If you want to make quick use of your cabbage, you might consider making Kim chi. Kim chi is Korean sauerkraut, made simply by brining cabbage and daikon with ginger root and as much onion, garlic, and hot pepper as you like (we use very little hot pepper, so that Lulah will eat it too). If lacto-fermentation is not your style, then you might also try using cabbage leaves in your salads. Thinly sliced, then lightly ‘massaged’, these cabbages blend well with lettuce and parsley and dress fine with balsamic and feta cheese. The crisp ribs are even a good replacement for cucumbers!

Here are some suggestions:
Basic Kim chi – adapted from Wild Fermentation and Nourishing Traditions
1. Prepare vegetables. Shred the head of Chinese Cabbage. Grate or finely slice the daikon. Chop or finely slice an onion. Mince a few cloves of garlic. Grate a cup of carrot if you want it. Also grate at least one tablespoon of ginger root (we use more). Powdered or flaked hot peppers can be added at your preference – a little bit goes a long way in this context. Mix all these together in a large bowl.
2. Pound the vegetables. Sprinkle at least a tablespoon of salt (we prefer sea salt or Real salt) over the mixed veggies. You can use your hands and squeeze the veggies, or a meat hammer, but one way or another, just work the veggies over until they have released some water. Taste them to see how salty they are. Adjust to your flavor preference.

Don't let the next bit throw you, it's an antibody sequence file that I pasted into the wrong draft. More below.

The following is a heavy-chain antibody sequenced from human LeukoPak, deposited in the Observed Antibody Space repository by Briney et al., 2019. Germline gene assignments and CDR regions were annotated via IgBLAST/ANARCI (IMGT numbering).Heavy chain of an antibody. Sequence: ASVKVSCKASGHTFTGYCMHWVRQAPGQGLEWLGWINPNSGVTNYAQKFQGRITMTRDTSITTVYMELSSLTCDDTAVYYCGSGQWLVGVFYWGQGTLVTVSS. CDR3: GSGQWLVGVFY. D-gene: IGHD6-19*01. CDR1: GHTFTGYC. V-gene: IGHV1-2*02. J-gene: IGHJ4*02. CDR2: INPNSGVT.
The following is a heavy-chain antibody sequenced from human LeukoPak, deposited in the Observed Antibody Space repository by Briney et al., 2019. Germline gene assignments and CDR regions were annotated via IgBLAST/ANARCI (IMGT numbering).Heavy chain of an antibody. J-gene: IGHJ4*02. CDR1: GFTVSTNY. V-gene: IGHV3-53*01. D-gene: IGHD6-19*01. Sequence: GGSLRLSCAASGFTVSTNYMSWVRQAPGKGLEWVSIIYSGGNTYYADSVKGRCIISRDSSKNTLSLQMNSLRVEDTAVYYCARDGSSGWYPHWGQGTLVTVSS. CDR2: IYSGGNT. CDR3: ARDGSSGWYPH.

3. Pack the kim chi into a crock or a jar and weigh it down so that the veggie water covers them completely. Cover the container so that bugs stay out and leave it in the dark at room temperature for at least three days before transferring to refrigeration. Enjoy at will!

We’ve had some questions about how to use Choi and Chinese Cabbage. Here’s a yummy suggestion that will give you the basic idea of how to stir fry just about anything:
Stir Fries with Mushroom and Cashews from The Real Dirt on Vegetables
¼ cup coarsely chopped unsalted cashews 8 oz. Dry rice noodles
6 Tbsp. peanut oil, divided 1 med. Choi or Chinese cabbage, sliced
8 dried or fresh shiitake mushrooms diagonally into ¼ - ½ inch strips
(if dried rehydrate in hot water 20 min 3 scallions, sliced
Strain and slice, reserved liquid) ¼ water (soaking water from mushrooms)
2 Tbsp. rice vinegar (or lemon juice) 2 Tbsp. soy sauce or tamari
1 tsp. toasted sesame oil sugar (optional) and cilantro for garnish

1. Preheat oven to 350. Toast cashews in a heavy skillet until they begin to brown. Cool off heat.
2. Cook the rice noodles according to directions on the package.
3. Meanwhile, heat a wok or deep skillet over high heat for 2 minutes. Add 3 Tbsp. peanut oil and let it heat for 30 seconds. Add sliced cabbage stems and stir fry for 2 minutes.
4. Add mushrooms, scallions, and cabbage leaves. Add water. Cook, stirring constantly, until most of the liquid has evaporated – 8-10 minutes.
5. In a small bowl, whisk the remaining 3 Tbsp. peanut oil, rice vinegar, soy sauce, and toasted sesame oil. Add a little sugar to taste if desired. Pour over the veggies in the wok and toss until well combined.
6. Drain the noodles and add them to the wok along with the sauce. Toss to thoroughly combine. Serve warm or chill for 1-2 hours. Garnish with the cashews and cilantro just before serving.

I’m out of room! Look for another great butternut recipe on the blog.
Thank you all for being a part of this season.

All the best,
Paul, Coree, and Lulah Entwistle

“…the most fundamental requirement for a healthy physical body is food to supply what the body needs and, it goes without saying, food that does no harm.” – Sally Fallon

here's the other butternut recipe!

Puree in Blender:
Large butternut squash, roasted or microwaved,
then remove seeds and scoop out the flesh

1/2 c. chopped onions, sauteed in tablespoon butter in large pot
3 c. broth of choice
1/2 c. evaporated milk

Return to pot, warm and season to taste with: salt cinnamon nutmeg